I have often quoted Peggy Noonan’s observation in her book Patriotic Grace of the great media shift. In the days before cable and internet we had fewer sources, but we all read the same news, heard the same stories and generally with the same frequency; a story did not get three times the coverage on one network than another. Editorialists may have offered different perspectives and opinions, even different ideologies, but it was not based on different facts and information.

With the proliferation of offerings from cable, internet and social media this has changed. We consume news for confirmation, not information. When we only had a few news offerings we did not rely on third party fact checkers. Journalistic standards were assumed, and civility was expected. With the new media markets partisanship has hardened and the media became far less trusted, long before the ‘fake news’ trope.

In the internet ecosystem of instant feedback, the clicks and shares have replaced reasoned criticism and provides the currency value for the media that circulation used to provide in the printed media. Reasoned and balanced commentary is boring. Outrage is the product and the market is unlimited. Objectivity, civility, and professional standards have become liabilities and sacrificed to the more lucrative marketing of outrage.

Bias is as much a product of what is covered as what is not, as much a product of the frequency of a story as the content, and as much a product of the context as the facts.

Fox News may have been a reaction to the developing media market, but it is now a part of it. If your news diet is filled with only Fox News and hard right bloggers you are not getting the whole picture, and often not an accurate one. But if you only listen to MSNBC, CNN and read the editorials in the New York Times you are getting just another distorted and often equally inaccurate picture.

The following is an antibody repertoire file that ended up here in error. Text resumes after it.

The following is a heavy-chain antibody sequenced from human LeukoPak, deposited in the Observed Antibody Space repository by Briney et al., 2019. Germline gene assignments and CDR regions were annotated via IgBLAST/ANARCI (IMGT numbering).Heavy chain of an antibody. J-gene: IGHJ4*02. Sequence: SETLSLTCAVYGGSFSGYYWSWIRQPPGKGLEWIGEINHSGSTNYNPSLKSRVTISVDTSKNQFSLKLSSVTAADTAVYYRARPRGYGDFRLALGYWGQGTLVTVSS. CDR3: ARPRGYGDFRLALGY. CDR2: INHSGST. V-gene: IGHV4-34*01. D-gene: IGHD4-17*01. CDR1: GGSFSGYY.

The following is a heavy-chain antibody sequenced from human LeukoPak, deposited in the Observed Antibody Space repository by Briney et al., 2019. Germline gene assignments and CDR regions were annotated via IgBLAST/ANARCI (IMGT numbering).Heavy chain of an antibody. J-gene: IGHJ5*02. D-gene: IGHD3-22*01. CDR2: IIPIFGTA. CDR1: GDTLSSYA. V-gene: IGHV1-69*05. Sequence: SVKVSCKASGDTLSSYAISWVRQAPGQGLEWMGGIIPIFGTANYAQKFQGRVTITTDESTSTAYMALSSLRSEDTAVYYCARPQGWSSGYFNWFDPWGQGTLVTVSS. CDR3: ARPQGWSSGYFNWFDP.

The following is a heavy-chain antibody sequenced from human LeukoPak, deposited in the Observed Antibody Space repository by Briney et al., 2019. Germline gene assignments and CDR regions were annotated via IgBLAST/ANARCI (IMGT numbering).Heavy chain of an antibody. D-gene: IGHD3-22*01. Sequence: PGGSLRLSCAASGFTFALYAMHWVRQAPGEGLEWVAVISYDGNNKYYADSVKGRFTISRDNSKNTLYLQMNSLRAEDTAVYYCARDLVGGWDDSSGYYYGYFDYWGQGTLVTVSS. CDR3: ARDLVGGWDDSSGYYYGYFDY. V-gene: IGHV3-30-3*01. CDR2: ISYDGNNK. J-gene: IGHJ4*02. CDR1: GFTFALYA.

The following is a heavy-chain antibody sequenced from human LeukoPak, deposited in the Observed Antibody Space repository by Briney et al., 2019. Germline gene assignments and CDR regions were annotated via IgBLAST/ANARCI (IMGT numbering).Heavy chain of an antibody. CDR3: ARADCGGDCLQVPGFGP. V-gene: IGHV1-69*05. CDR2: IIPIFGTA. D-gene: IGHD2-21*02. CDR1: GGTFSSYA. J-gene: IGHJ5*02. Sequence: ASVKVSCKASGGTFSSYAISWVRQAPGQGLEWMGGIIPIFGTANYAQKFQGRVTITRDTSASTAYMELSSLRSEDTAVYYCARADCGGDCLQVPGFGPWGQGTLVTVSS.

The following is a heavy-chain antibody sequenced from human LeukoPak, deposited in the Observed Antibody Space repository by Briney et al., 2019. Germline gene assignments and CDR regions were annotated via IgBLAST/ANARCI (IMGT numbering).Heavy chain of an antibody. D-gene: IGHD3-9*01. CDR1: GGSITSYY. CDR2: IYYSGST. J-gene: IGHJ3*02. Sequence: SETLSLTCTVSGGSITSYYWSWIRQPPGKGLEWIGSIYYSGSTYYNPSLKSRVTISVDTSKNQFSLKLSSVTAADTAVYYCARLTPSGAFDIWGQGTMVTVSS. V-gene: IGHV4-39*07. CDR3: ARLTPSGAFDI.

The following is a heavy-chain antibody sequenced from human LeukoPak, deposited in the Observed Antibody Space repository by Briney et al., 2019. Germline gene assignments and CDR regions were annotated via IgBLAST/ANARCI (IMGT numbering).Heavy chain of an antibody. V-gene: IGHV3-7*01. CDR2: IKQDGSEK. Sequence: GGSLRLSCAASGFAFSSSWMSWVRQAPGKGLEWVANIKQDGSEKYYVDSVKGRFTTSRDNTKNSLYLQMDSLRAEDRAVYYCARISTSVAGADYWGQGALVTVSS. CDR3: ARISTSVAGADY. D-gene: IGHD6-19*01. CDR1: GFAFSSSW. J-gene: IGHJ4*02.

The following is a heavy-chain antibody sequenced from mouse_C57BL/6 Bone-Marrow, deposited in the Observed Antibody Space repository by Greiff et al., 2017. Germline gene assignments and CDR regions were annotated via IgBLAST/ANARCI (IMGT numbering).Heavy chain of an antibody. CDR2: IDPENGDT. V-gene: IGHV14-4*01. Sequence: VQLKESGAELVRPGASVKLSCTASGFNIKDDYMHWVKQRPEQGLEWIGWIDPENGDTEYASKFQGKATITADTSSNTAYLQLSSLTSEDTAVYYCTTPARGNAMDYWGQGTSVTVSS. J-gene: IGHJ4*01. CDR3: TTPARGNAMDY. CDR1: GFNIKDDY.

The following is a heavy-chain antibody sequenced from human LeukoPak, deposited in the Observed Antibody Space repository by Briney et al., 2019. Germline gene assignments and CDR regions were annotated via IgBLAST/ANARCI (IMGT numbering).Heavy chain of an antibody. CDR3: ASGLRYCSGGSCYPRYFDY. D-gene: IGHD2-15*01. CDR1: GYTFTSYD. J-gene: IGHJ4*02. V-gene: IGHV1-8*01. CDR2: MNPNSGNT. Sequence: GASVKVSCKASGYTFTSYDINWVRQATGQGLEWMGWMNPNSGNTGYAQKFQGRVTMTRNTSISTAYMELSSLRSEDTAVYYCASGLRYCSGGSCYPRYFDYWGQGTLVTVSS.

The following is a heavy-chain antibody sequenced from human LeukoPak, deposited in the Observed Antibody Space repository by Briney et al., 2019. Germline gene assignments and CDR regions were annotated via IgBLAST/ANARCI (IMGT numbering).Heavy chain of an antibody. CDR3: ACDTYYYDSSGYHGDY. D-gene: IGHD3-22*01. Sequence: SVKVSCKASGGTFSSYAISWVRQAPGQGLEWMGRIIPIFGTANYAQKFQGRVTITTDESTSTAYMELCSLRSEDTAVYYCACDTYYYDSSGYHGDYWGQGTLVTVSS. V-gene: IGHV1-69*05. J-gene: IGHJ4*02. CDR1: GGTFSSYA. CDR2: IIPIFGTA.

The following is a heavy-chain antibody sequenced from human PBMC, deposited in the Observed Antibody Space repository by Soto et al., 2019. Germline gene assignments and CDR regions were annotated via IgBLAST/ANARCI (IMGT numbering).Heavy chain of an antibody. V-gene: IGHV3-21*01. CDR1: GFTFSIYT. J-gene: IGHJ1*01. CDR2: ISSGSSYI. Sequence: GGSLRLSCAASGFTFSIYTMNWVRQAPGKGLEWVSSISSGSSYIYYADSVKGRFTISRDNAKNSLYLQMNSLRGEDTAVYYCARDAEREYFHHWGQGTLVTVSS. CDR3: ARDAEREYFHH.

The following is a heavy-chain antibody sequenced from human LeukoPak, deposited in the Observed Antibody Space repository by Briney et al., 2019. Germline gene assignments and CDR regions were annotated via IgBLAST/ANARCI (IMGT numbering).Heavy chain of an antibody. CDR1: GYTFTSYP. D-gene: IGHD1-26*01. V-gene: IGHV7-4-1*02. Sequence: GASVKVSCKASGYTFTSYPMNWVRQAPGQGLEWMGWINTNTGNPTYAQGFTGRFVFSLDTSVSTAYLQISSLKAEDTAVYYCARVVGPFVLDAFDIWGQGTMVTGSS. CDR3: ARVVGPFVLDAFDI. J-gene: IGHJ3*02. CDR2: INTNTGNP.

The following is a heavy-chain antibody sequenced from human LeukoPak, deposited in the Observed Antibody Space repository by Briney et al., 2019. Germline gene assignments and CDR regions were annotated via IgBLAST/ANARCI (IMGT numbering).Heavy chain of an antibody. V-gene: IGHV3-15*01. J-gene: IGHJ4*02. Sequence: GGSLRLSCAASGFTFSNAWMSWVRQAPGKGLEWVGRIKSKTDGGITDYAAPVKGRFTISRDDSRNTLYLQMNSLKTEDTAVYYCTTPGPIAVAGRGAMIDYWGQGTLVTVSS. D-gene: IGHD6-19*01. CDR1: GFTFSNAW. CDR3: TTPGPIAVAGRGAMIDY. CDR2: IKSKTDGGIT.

Personally, I find good columnists will provide valuable context to the stories, even if their narrative may be biased. It has taken some time for columnists to build reputations that merit consideration.

If your first reaction to an article is rage, you are likely being played. If your reactive response is that the other side is stupid or evil, you are likely the narrow minded one. Intolerance for dissent is a sign of a weak argument. It is much easier to discount a difference as racist, bigoted, communist, socialist, anti-science or whatever your preferred pejorative than to address ideological differences; it becomes just intellectually lazy.

Most news is not worth the time. Instead of parsing every comment from every broadcast we would be better served to wait a week to get the whole story. In most cases it will no longer be relevant.